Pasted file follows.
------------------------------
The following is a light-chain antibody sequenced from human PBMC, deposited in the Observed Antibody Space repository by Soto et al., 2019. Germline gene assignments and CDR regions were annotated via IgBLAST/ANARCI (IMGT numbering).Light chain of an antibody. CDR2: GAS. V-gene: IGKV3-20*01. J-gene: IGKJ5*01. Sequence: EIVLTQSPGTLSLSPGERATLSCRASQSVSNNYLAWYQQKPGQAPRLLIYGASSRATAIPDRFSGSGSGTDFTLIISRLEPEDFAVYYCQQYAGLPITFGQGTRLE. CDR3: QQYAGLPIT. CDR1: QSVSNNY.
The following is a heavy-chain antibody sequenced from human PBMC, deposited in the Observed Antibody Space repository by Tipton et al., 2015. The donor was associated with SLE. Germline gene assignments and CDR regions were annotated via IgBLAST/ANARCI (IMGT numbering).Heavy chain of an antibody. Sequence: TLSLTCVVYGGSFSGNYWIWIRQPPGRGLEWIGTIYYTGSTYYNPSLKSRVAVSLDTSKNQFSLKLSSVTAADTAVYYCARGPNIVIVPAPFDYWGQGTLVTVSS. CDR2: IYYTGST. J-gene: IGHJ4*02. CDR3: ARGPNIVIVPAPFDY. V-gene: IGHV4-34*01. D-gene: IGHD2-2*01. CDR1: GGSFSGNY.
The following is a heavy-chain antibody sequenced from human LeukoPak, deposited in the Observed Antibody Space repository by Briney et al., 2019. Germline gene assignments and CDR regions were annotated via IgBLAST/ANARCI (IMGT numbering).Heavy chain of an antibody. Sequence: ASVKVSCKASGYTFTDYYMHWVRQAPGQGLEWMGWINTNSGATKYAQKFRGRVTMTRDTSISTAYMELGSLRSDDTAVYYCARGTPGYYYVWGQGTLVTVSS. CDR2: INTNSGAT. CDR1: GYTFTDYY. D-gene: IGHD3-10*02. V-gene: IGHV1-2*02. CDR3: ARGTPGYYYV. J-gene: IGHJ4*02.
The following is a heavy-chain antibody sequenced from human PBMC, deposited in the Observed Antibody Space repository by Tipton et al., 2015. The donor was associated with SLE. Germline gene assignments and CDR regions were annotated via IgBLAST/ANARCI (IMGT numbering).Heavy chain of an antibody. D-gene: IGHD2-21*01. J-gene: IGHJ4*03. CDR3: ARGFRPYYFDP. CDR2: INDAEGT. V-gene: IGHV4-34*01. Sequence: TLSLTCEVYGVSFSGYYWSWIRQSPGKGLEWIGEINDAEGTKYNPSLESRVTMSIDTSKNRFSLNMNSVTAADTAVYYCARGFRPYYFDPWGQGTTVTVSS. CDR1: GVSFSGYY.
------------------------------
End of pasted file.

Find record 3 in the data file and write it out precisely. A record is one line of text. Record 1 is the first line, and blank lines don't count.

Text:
The following is a heavy-chain antibody sequenced from human LeukoPak, deposited in the Observed Antibody Space repository by Briney et al., 2019. Germline gene assignments and CDR regions were annotated via IgBLAST/ANARCI (IMGT numbering).Heavy chain of an antibody. Sequence: ASVKVSCKASGYTFTDYYMHWVRQAPGQGLEWMGWINTNSGATKYAQKFRGRVTMTRDTSISTAYMELGSLRSDDTAVYYCARGTPGYYYVWGQGTLVTVSS. CDR2: INTNSGAT. CDR1: GYTFTDYY. D-gene: IGHD3-10*02. V-gene: IGHV1-2*02. CDR3: ARGTPGYYYV. J-gene: IGHJ4*02.